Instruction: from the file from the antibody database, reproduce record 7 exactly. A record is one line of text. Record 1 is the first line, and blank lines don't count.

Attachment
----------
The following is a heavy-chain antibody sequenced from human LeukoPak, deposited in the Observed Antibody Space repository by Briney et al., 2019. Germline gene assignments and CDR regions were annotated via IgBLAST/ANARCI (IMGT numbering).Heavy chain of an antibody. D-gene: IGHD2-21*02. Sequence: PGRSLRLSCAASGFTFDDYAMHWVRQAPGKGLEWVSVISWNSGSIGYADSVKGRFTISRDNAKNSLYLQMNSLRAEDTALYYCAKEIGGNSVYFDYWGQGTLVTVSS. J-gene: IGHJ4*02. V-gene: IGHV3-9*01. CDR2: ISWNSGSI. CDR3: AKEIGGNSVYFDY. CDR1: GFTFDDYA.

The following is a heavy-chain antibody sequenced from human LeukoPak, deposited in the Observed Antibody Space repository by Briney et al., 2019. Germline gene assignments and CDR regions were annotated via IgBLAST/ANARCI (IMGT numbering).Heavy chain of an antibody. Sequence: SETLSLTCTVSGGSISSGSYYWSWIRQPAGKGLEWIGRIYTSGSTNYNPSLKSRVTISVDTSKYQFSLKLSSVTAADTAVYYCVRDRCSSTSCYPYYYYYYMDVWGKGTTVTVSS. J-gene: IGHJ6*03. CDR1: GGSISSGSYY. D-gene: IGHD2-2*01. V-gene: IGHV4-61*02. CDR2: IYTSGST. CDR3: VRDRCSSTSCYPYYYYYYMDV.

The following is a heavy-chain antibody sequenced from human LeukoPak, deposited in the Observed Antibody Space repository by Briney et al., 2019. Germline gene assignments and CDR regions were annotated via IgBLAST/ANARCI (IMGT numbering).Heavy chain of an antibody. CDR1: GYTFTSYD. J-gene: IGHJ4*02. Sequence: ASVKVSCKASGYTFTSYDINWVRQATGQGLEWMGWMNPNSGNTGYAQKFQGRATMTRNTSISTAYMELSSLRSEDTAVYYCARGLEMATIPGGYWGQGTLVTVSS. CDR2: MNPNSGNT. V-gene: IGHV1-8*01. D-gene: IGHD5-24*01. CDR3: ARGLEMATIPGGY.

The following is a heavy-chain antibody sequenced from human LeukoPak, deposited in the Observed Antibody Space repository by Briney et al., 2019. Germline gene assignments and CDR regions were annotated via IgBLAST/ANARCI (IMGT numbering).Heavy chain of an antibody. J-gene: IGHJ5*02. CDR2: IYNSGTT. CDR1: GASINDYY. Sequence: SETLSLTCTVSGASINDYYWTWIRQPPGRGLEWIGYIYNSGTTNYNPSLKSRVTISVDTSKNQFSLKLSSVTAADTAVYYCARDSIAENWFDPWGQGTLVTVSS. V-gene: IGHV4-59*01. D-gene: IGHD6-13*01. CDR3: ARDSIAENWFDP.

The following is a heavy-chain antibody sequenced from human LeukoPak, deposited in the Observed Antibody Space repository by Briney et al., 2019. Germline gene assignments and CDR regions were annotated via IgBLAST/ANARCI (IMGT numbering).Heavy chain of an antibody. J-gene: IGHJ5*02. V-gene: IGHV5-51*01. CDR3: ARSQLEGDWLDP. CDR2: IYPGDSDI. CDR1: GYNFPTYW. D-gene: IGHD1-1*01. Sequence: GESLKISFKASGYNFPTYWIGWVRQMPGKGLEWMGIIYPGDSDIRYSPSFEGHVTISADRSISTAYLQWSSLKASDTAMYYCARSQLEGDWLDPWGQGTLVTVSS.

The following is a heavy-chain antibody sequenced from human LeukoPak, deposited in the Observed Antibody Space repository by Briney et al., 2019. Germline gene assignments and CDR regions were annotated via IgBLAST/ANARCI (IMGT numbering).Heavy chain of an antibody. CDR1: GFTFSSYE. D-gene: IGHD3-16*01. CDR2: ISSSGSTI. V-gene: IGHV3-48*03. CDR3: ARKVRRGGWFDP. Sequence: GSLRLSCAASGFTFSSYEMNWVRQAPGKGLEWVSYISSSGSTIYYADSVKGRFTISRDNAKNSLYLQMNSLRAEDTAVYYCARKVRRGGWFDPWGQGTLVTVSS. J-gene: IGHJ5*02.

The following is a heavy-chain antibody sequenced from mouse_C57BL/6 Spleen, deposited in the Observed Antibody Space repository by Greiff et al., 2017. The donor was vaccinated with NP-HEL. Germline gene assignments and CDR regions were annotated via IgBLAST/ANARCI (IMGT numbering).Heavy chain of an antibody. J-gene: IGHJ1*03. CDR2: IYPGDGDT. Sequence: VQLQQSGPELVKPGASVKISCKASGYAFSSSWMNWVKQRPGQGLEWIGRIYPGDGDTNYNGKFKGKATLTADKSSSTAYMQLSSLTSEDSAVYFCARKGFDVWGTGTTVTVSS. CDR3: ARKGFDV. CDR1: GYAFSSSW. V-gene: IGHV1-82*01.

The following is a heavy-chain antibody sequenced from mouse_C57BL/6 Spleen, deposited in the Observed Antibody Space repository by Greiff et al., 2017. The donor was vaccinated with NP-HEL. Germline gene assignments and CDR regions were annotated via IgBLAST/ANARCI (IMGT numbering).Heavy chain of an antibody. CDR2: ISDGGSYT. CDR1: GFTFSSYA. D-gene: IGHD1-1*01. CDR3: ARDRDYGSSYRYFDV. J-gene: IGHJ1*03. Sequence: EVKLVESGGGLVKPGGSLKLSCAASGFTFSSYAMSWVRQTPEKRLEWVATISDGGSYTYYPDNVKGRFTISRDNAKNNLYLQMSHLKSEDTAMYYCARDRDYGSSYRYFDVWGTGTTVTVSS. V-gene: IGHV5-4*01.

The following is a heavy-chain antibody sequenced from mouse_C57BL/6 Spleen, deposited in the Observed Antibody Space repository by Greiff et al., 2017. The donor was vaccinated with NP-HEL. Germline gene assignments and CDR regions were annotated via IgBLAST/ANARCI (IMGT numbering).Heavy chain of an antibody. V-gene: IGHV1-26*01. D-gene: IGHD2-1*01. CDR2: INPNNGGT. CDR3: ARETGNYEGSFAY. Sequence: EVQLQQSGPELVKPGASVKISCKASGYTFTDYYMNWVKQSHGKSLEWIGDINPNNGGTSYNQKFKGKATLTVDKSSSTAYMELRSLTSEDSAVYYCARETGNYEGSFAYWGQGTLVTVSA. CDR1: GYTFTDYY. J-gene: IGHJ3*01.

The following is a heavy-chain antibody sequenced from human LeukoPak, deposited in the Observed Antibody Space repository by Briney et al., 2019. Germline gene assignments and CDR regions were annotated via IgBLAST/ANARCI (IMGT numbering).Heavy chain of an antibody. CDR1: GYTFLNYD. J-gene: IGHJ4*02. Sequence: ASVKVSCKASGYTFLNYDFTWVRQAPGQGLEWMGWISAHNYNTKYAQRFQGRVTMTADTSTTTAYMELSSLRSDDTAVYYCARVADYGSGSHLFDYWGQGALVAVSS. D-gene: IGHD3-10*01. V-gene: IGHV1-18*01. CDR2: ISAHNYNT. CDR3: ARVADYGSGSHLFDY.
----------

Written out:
The following is a heavy-chain antibody sequenced from mouse_C57BL/6 Spleen, deposited in the Observed Antibody Space repository by Greiff et al., 2017. The donor was vaccinated with NP-HEL. Germline gene assignments and CDR regions were annotated via IgBLAST/ANARCI (IMGT numbering).Heavy chain of an antibody. J-gene: IGHJ1*03. CDR2: IYPGDGDT. Sequence: VQLQQSGPELVKPGASVKISCKASGYAFSSSWMNWVKQRPGQGLEWIGRIYPGDGDTNYNGKFKGKATLTADKSSSTAYMQLSSLTSEDSAVYFCARKGFDVWGTGTTVTVSS. CDR3: ARKGFDV. CDR1: GYAFSSSW. V-gene: IGHV1-82*01.